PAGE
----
Immediately Start Teaching Your Art Online
Sometimes it’s best to begin with the end in mind. Do you want to help your students and families during the COVID-19 pandemic? Do you want to support your local schools, businesses and communities? Do you want to provide leadership during this a time of uncertainty? I’m guessing that you will answer yes to all these questions.
Now more than ever, people need to feel connected, and many of them need you to continue to serve as their instructor and their leader. Likewise, communities need leaders to provide certainty and security. Again, they need you to continue to be a martial arts leader to provide stability and structure. To do that, you’ll need to rely on technology, perhaps to a degree you never have. The good news is, it’s not that...
by Perry William Kelly
As a society, we’re fascinated by people who can contort and maneuver their bodies in extreme ways. One example of this comes from the Olympic Games. Every four years, we’re enthralled by the gymnastics competition. Our fascination with this one sport has resulted in more than 5 million of our kids enrolling in gymnastics programs every year.
Another example comes from cinema. We flock to theaters to watch martial arts/action heroes like Daniel Craig (James Bond), Keanu Reeves (John Wick) and Tom Cruise (Ethan Hunt in the Mission: Impossible movies) leap from building to building and flip vehicles end over end while kicking butt and taking names.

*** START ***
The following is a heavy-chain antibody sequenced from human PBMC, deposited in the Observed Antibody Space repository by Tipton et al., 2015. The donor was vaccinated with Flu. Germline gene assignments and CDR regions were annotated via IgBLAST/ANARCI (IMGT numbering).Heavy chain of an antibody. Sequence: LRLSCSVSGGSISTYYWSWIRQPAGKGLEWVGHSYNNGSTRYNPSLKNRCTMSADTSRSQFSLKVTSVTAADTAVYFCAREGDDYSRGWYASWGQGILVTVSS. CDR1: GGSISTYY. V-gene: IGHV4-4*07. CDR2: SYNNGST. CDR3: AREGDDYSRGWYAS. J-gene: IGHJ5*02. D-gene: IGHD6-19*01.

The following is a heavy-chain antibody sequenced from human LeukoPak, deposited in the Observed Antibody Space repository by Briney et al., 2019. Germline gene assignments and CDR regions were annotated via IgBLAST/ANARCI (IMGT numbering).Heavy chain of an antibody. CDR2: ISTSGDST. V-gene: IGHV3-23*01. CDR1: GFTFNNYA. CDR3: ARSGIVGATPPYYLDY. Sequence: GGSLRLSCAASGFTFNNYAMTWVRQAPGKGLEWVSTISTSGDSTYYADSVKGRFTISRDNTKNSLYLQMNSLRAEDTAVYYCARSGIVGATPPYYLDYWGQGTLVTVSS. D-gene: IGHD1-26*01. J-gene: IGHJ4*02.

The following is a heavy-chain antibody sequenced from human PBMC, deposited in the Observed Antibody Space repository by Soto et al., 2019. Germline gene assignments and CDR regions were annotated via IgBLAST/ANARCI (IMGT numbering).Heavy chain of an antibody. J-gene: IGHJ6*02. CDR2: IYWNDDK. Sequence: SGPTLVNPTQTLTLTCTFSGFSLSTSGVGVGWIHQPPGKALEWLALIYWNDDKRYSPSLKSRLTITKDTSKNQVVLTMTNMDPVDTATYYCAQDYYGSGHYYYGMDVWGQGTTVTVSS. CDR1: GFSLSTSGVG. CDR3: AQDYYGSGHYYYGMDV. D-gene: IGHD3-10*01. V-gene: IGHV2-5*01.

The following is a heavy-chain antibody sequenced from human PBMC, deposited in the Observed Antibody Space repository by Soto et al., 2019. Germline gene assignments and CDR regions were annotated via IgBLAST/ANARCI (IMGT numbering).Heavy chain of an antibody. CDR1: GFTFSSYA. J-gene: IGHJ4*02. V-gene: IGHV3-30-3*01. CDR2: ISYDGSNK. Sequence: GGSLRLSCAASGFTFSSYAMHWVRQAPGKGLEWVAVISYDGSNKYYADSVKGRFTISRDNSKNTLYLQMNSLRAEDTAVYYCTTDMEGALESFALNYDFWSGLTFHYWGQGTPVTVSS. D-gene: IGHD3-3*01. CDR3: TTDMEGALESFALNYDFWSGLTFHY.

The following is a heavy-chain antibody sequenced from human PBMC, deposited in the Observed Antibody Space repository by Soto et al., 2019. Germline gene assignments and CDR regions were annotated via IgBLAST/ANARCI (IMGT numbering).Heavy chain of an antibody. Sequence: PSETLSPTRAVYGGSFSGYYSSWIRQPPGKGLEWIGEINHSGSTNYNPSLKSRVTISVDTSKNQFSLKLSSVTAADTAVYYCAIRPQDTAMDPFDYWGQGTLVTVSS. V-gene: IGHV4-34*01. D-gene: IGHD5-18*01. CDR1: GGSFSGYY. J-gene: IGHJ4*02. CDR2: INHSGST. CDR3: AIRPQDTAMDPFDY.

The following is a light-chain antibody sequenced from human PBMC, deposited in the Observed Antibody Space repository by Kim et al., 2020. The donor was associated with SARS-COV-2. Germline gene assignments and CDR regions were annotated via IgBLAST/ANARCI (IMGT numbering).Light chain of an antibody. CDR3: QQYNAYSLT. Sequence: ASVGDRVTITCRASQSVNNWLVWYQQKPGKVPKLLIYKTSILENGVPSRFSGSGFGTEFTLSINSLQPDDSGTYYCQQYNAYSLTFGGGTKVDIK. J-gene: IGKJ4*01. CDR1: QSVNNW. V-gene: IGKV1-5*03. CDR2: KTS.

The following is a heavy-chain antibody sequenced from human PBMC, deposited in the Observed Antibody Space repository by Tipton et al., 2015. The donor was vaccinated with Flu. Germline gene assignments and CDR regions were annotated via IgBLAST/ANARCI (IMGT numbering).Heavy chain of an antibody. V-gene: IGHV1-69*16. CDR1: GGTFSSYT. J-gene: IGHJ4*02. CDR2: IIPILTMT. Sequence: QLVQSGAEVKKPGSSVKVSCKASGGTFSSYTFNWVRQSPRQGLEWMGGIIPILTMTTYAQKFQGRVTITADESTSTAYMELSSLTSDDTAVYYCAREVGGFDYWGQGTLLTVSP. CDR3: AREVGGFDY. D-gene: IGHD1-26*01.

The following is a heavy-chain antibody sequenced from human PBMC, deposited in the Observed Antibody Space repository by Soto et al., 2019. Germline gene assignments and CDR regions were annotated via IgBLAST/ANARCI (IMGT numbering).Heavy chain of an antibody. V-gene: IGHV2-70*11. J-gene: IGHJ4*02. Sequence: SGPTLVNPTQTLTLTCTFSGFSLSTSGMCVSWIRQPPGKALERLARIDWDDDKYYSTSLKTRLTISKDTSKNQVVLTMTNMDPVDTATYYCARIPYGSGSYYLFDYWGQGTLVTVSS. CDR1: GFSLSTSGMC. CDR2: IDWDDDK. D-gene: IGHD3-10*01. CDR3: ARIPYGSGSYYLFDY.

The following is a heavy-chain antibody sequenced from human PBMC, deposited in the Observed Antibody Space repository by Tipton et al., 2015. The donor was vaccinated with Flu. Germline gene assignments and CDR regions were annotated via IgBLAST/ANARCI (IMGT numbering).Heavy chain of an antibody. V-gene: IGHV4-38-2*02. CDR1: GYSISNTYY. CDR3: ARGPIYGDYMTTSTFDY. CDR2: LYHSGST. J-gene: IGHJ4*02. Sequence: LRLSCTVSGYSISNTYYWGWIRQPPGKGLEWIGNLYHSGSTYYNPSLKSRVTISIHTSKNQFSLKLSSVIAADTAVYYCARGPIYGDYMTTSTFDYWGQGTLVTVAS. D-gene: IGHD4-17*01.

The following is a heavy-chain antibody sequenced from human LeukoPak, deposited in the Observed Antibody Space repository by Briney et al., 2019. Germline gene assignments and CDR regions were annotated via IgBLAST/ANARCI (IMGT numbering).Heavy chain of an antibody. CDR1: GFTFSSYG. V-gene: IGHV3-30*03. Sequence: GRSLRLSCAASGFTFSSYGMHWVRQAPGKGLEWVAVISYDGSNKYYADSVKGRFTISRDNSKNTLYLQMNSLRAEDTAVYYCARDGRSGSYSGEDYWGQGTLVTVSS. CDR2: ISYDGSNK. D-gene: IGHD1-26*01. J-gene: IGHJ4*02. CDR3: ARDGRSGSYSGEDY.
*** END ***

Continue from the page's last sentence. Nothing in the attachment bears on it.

Our last example — and the most important one for this story — comes from a television series called American Ninja Warrior. On average, 7 million of us tune in every week to watch competitors push their bodies to the limit on obstacle courses that challenge them in aerobic and anerobic...
Martial artists change lives. It’s what we do as teachers and school owners. That’s exactly why we created Spark, the industry-leading software for running and automating your school. And it’s why the martial arts industry will always be our home.
But there are parts of running a school that are soul-sucking and daunting. At times, they can even make you want to quit.